This degree of political instability could trigger a major risk-off episode in financial markets at a time when the economy is already slowing and the near-term prospects for additional policy stimulus remain grim. If an election dispute drags on – perhaps into early next year – stock prices could fall by as much as 10%, government bond yields would decline (though they are already quite low), and the global flight to safety would push gold prices higher. Usually in this type of scenario, the US dollar would strengthen; but, because this particular episode would have been triggered by US-based political chaos, capital might actually flee from the dollar, leaving it weaker.
One thing is certain: a highly contested election would cause further damage to America’s global image as an exemplar of democracy and the rule of law, eroding its soft power. Particularly over the past four years, the country has increasingly come to be regarded as a political basket case. While hoping that the chaotic outcomes outlined above do not come to pass – polls still show a strong lead for Biden – investors should be preparing for the worst, not just on election day but in the weeks and months thereafter.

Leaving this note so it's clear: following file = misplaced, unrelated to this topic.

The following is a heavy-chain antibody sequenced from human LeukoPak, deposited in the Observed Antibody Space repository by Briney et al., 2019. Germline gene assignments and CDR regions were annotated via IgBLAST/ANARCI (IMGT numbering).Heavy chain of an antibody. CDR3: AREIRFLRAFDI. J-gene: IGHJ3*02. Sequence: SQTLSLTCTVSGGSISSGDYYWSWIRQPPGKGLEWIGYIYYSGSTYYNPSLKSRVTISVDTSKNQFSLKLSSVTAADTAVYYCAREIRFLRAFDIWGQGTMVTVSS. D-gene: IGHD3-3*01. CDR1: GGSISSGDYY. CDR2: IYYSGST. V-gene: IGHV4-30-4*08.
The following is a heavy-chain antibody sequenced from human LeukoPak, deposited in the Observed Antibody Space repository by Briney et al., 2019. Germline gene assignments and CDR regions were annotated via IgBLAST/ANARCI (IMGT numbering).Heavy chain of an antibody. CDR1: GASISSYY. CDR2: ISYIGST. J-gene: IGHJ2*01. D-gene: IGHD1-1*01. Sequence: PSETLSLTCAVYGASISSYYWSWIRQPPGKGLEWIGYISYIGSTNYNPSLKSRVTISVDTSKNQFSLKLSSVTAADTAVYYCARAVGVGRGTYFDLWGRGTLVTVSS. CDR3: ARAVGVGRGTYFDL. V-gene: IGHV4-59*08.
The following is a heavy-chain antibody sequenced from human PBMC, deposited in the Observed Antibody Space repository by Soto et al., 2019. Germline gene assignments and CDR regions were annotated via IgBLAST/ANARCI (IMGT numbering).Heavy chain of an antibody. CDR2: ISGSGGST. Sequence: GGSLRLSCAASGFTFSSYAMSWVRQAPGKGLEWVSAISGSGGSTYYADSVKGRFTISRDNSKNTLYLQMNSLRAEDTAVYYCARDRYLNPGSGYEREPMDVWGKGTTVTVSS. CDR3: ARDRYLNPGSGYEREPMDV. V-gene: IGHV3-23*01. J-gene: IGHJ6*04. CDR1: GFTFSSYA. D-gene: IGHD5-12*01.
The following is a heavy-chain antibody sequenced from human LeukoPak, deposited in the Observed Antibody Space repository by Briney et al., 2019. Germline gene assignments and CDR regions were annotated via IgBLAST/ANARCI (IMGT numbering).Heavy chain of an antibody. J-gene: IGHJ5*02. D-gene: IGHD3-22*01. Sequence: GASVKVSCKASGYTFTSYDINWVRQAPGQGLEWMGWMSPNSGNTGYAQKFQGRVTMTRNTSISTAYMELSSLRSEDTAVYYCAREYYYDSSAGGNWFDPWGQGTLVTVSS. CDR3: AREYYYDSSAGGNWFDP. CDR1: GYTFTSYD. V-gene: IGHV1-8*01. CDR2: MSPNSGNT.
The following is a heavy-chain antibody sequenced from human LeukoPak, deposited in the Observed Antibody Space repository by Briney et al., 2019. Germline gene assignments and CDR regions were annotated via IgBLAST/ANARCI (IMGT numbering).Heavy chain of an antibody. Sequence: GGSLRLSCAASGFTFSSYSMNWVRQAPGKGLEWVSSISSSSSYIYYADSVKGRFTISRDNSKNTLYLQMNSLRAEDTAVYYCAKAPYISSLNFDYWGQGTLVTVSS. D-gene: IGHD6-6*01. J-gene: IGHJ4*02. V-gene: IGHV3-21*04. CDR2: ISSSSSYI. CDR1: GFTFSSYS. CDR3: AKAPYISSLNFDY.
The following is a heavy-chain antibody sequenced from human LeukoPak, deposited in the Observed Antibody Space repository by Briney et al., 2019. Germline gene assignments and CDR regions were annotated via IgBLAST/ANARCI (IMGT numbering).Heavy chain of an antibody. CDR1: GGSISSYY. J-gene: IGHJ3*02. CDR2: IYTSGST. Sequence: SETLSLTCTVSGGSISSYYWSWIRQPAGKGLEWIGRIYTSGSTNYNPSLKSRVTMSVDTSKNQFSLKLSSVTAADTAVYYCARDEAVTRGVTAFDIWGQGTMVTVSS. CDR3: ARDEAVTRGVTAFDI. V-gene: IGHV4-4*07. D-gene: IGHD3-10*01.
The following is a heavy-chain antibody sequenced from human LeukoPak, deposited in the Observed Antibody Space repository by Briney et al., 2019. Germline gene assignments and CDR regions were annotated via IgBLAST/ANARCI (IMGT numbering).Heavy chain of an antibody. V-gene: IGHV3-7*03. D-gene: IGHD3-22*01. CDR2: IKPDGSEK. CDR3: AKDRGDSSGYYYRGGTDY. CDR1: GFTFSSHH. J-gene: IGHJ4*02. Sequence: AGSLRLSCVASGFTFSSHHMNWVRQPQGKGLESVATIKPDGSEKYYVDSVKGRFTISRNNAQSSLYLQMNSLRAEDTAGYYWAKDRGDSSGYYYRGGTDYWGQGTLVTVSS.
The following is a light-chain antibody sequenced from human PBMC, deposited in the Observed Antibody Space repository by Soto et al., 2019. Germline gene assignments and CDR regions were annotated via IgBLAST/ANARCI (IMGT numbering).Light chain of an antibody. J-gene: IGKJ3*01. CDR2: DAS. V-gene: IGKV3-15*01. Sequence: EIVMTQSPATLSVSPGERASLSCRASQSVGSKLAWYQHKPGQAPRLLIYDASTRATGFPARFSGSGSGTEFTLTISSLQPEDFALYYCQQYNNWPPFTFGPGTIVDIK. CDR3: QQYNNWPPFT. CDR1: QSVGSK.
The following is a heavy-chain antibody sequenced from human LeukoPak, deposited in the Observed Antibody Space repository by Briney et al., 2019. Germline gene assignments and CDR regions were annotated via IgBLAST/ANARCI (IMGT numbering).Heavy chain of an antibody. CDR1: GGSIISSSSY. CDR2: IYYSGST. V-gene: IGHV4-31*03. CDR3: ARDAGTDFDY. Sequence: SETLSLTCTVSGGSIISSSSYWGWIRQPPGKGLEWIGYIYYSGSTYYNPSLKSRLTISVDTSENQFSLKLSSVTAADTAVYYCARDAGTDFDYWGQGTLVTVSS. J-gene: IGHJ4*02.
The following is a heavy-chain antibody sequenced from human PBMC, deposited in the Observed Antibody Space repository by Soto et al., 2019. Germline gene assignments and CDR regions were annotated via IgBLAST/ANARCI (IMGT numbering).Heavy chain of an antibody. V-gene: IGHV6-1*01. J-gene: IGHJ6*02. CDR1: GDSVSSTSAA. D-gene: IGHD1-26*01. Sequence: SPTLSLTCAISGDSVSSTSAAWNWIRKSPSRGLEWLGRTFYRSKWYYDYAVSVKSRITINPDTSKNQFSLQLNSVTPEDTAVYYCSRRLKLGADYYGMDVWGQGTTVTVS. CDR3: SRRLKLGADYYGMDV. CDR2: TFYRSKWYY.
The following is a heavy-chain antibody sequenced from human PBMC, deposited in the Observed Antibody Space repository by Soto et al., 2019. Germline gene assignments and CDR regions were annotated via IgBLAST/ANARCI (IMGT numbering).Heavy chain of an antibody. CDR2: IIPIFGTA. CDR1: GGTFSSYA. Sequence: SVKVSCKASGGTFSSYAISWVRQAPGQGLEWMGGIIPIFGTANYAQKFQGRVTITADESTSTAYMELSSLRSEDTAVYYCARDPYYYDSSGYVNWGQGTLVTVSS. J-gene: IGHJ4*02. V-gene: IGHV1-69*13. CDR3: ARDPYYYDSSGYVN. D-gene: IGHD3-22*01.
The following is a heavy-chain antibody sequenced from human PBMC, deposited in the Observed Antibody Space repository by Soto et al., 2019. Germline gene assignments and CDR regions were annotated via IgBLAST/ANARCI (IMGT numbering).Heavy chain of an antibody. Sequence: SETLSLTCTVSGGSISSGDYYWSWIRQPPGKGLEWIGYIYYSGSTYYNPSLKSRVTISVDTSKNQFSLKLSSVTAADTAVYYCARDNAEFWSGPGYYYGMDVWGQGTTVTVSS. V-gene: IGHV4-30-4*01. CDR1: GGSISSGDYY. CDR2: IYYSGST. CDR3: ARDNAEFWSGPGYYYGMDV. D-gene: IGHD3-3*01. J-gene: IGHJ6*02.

To be honest, I think Dr Doom is overdoing this. The one great asset that the US has on its side if this fight comes to pass is Donald Trump himself. A few tweets do not a coup make. These are the tactical outbursts of an unhinged president.
Trump will need a very cleverly constructed series of strategies to destroy American democracy. He would need to have thoroughly discredited the electoral process when he has only pinged a few tweets, to have mass on-the-ground command and control of insurgent supporters who more appear a protest rabble, to have recruited the personal loyalty of supreme court judges not just lean on conservative instincts and today we have seen attempted mail-in voter suppression struck down, as well as to have quietly recruited top generals to his cause when he is largely disliked by the military.
I expect that Trump will do with his coup what he has done with most other stuff he has touched.
Balls it up.